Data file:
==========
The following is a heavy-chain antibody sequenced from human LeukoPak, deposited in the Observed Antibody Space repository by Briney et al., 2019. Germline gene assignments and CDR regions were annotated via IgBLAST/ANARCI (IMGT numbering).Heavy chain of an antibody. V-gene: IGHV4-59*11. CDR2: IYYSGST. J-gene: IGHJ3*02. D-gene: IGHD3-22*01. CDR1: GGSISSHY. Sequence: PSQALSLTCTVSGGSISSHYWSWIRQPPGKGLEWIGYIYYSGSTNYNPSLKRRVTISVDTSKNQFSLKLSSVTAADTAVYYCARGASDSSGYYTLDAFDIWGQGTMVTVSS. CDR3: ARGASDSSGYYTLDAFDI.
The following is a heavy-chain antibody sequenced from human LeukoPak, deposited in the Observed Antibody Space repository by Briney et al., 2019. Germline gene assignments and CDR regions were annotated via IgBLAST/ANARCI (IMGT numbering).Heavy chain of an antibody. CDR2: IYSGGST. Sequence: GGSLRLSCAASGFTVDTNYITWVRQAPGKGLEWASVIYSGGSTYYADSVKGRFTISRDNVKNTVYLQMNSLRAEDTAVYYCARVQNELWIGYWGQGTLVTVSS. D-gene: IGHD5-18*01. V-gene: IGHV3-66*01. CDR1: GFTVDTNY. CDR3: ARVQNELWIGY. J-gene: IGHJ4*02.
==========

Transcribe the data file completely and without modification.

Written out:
The following is a heavy-chain antibody sequenced from human LeukoPak, deposited in the Observed Antibody Space repository by Briney et al., 2019. Germline gene assignments and CDR regions were annotated via IgBLAST/ANARCI (IMGT numbering).Heavy chain of an antibody. V-gene: IGHV4-59*11. CDR2: IYYSGST. J-gene: IGHJ3*02. D-gene: IGHD3-22*01. CDR1: GGSISSHY. Sequence: PSQALSLTCTVSGGSISSHYWSWIRQPPGKGLEWIGYIYYSGSTNYNPSLKRRVTISVDTSKNQFSLKLSSVTAADTAVYYCARGASDSSGYYTLDAFDIWGQGTMVTVSS. CDR3: ARGASDSSGYYTLDAFDI.
The following is a heavy-chain antibody sequenced from human LeukoPak, deposited in the Observed Antibody Space repository by Briney et al., 2019. Germline gene assignments and CDR regions were annotated via IgBLAST/ANARCI (IMGT numbering).Heavy chain of an antibody. CDR2: IYSGGST. Sequence: GGSLRLSCAASGFTVDTNYITWVRQAPGKGLEWASVIYSGGSTYYADSVKGRFTISRDNVKNTVYLQMNSLRAEDTAVYYCARVQNELWIGYWGQGTLVTVSS. D-gene: IGHD5-18*01. V-gene: IGHV3-66*01. CDR1: GFTVDTNY. CDR3: ARVQNELWIGY. J-gene: IGHJ4*02.